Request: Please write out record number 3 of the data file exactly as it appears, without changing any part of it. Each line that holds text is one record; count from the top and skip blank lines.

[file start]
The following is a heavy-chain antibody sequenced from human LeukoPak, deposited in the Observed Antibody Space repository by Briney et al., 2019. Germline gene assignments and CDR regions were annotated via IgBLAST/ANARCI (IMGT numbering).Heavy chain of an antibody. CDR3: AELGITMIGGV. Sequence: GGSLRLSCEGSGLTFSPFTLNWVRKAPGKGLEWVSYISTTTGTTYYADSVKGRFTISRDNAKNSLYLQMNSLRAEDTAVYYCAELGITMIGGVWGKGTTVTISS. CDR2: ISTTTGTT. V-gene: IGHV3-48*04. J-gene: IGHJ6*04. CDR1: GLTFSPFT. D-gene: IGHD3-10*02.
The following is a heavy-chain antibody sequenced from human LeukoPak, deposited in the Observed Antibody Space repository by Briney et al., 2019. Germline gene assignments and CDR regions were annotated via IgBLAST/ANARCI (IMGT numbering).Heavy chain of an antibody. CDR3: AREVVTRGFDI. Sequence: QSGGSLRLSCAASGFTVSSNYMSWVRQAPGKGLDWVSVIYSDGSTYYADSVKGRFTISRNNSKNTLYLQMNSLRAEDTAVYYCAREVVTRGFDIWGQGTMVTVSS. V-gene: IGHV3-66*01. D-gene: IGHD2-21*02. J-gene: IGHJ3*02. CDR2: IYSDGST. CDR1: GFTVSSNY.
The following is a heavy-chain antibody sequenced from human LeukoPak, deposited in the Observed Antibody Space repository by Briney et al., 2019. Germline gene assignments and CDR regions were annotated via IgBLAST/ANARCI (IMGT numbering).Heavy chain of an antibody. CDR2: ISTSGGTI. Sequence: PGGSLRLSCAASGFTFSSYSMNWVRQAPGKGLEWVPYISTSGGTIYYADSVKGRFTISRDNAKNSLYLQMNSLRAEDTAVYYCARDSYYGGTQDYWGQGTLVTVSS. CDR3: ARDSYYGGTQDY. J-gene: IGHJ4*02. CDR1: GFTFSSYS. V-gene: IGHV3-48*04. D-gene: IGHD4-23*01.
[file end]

The following is a heavy-chain antibody sequenced from human LeukoPak, deposited in the Observed Antibody Space repository by Briney et al., 2019. Germline gene assignments and CDR regions were annotated via IgBLAST/ANARCI (IMGT numbering).Heavy chain of an antibody. CDR2: ISTSGGTI. Sequence: PGGSLRLSCAASGFTFSSYSMNWVRQAPGKGLEWVPYISTSGGTIYYADSVKGRFTISRDNAKNSLYLQMNSLRAEDTAVYYCARDSYYGGTQDYWGQGTLVTVSS. CDR3: ARDSYYGGTQDY. J-gene: IGHJ4*02. CDR1: GFTFSSYS. V-gene: IGHV3-48*04. D-gene: IGHD4-23*01.